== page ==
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Mabgate Mills

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Mabgate Mills
Undated, View looks through the entrance of Mabgate Mills. In the background the yard in the centre of the industrial premises is just visible. On the right, the door to the yard is painted with the names of various firms which were located here. These include 'Glaslok, patent roof glazing Co', 'Fox, Rutherford and Co, rag merchants - First door on the right in the yard' and 'Mabgate Chair Works - Third door on the left'.

User Comments:

Don Smith

In the 1940s when I was an apprentice painter we were painting the inside of Mabgate Mills at that time Henry Gould had a clothing factory in this building, Glaslock were also there at that time and a lorry with a full load of glass from Pilkington of Warrington, he had gone throug this arch to a loading dock the wearhouse man told the driver to go round the to the other side of the building to another dock, the driver got mad and told the wearhouse man 'he would not as he was in a hurry' the wearhouse man said 'please your self' after the load of glass was off the driver set off back through the arch the way he had come in, he got the lorry stuck because the lorry was a lot higher with all the weight off he had to let all the tyers down to get out then send for a break down lorry to blow them up again, the driver was mad with the wearhouse man and asked 'why he didn't tell him?', the wearhouse man said 'that's why I told you to go round to the other dock' More haste less speed.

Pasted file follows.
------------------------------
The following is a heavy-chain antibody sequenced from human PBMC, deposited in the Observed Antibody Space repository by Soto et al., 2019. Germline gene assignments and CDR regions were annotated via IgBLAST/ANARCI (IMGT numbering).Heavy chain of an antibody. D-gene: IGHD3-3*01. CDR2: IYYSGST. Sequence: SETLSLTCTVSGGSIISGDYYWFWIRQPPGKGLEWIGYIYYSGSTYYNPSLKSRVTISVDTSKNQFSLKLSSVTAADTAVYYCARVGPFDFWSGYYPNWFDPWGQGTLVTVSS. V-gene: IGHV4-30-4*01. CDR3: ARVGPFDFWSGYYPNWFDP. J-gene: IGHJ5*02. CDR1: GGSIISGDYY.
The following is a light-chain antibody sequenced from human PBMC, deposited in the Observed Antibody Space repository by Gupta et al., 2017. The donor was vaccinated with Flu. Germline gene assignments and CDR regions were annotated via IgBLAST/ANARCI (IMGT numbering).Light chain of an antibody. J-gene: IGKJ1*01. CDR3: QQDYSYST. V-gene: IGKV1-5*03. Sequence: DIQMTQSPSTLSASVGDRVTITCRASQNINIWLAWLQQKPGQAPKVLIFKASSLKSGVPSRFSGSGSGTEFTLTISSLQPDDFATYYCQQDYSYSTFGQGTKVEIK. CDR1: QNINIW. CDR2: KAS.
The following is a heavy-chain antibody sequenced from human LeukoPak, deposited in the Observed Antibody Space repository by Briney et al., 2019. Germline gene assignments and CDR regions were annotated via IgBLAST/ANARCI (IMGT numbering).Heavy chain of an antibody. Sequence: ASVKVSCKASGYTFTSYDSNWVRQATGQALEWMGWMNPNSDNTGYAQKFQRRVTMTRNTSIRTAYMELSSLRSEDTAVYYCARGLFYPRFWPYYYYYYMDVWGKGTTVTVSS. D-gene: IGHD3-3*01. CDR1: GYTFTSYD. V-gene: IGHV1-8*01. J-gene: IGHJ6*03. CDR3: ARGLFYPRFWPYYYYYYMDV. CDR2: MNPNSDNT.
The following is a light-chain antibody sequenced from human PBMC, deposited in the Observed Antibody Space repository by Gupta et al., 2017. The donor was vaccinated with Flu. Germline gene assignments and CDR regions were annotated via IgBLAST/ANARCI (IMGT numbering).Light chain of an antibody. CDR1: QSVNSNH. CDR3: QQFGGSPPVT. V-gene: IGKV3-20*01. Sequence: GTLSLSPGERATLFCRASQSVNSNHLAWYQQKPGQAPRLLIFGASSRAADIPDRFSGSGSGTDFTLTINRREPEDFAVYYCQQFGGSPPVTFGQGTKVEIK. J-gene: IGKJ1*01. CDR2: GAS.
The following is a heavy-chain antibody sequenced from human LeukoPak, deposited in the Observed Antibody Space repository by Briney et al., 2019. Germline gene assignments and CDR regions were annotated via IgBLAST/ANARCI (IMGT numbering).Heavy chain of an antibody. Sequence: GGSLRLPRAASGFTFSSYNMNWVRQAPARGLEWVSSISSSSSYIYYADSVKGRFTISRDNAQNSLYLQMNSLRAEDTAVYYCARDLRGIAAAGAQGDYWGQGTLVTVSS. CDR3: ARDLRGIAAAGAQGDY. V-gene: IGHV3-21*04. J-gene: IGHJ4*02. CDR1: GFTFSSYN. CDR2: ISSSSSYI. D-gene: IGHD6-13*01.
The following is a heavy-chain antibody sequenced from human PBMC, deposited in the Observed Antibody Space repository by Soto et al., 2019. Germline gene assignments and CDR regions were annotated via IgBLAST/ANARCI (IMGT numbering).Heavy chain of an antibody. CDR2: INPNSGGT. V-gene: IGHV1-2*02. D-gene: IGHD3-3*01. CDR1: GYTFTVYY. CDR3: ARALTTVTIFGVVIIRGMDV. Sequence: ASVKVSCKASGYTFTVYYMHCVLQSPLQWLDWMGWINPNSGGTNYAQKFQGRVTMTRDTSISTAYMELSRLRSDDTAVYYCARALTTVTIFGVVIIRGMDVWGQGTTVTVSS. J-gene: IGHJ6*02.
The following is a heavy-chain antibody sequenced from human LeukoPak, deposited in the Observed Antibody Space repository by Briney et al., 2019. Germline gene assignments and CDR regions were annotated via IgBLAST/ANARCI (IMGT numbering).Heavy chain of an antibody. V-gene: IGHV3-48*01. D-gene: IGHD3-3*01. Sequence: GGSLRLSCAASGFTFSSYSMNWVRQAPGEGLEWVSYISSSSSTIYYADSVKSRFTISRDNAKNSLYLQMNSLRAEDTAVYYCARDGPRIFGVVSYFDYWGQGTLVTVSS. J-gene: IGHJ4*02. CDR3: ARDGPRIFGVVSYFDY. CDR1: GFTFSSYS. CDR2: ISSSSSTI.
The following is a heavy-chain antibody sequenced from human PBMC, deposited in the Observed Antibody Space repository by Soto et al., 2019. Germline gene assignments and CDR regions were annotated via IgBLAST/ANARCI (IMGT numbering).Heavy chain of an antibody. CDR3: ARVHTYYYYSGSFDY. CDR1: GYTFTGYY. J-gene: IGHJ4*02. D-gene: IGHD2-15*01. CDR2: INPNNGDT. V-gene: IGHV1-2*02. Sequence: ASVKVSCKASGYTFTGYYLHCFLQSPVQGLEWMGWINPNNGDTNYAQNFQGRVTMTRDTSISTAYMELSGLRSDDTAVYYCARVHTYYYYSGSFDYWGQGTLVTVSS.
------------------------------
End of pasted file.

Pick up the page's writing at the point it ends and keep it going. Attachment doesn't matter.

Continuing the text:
Robert McMillan

Just before 1900 McLaughlin Brothers teazle growers,dealers and merchants of Skaneateles NY USA, with sales and growing falling in the USA, opened a branch in Leeds, the foremost international commercial centre of the teazle business, the West Riding being the leading consuming centre in the world. The first location of this was Mabgate Mills. They later moved in the early 1900s to Macaulay Street Mills on the nexst street along, where they remained until just about aftere World War I. of the family Charles Hennry McLaughlin came over to Leeds to run the outpost. As well as their own American teazles they sold all the other kinds common in the trade, French,Normandy,English Austrian, prepared and sorted for any purpose, probably using local workers of their own employed here to do some of the work in Leeds. It was pretty certainly McLaughlin Brothers in Leeds who before World War I imported supplies of the Oregon teazle, grown in the state of that name, said to have been the strongest teazle in existence. It was too hard to be of use in most cloth raising, and was probably, like other American teazles grown at Skaneateles, expensive, particularly for most Yorkshire mills, often making cheaper cloths and often buying cheaper, lower quality teazles such as Austrian and some of the inferior classes from the south of France.


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